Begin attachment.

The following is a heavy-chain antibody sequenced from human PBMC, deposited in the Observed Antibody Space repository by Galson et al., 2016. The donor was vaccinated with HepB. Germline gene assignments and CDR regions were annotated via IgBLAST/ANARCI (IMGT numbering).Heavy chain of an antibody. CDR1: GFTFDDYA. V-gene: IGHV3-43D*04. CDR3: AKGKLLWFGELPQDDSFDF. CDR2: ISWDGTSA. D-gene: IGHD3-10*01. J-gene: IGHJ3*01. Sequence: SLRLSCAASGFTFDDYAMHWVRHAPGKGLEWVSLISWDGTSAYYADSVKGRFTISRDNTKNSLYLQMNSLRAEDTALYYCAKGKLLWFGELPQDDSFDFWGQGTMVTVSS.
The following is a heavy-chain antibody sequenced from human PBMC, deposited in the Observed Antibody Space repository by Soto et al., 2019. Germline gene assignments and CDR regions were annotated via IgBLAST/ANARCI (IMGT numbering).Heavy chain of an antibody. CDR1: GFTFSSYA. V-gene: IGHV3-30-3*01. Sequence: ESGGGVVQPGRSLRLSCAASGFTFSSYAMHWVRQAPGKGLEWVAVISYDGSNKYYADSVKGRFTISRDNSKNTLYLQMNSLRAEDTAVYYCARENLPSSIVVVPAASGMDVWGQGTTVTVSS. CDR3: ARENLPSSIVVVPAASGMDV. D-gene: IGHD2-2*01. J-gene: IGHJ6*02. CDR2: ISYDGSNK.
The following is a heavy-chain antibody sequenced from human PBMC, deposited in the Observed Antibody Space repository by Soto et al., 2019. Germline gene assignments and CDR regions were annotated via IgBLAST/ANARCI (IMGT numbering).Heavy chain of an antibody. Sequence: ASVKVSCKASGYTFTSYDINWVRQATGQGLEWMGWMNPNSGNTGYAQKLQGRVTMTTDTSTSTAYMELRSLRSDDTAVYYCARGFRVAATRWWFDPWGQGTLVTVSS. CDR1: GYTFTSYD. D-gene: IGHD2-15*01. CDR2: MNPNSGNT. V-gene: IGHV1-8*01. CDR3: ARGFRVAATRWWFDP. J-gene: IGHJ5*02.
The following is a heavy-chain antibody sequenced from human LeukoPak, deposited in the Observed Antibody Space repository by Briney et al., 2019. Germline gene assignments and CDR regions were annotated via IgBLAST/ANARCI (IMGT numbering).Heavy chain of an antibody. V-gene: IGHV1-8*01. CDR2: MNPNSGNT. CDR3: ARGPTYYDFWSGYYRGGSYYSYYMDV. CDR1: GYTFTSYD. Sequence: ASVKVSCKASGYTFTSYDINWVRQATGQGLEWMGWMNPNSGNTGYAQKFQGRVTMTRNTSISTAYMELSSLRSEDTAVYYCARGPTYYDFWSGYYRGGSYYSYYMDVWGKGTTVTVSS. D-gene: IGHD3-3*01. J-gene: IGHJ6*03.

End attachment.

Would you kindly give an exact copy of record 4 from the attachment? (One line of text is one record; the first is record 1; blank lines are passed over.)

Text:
The following is a heavy-chain antibody sequenced from human LeukoPak, deposited in the Observed Antibody Space repository by Briney et al., 2019. Germline gene assignments and CDR regions were annotated via IgBLAST/ANARCI (IMGT numbering).Heavy chain of an antibody. V-gene: IGHV1-8*01. CDR2: MNPNSGNT. CDR3: ARGPTYYDFWSGYYRGGSYYSYYMDV. CDR1: GYTFTSYD. Sequence: ASVKVSCKASGYTFTSYDINWVRQATGQGLEWMGWMNPNSGNTGYAQKFQGRVTMTRNTSISTAYMELSSLRSEDTAVYYCARGPTYYDFWSGYYRGGSYYSYYMDVWGKGTTVTVSS. D-gene: IGHD3-3*01. J-gene: IGHJ6*03.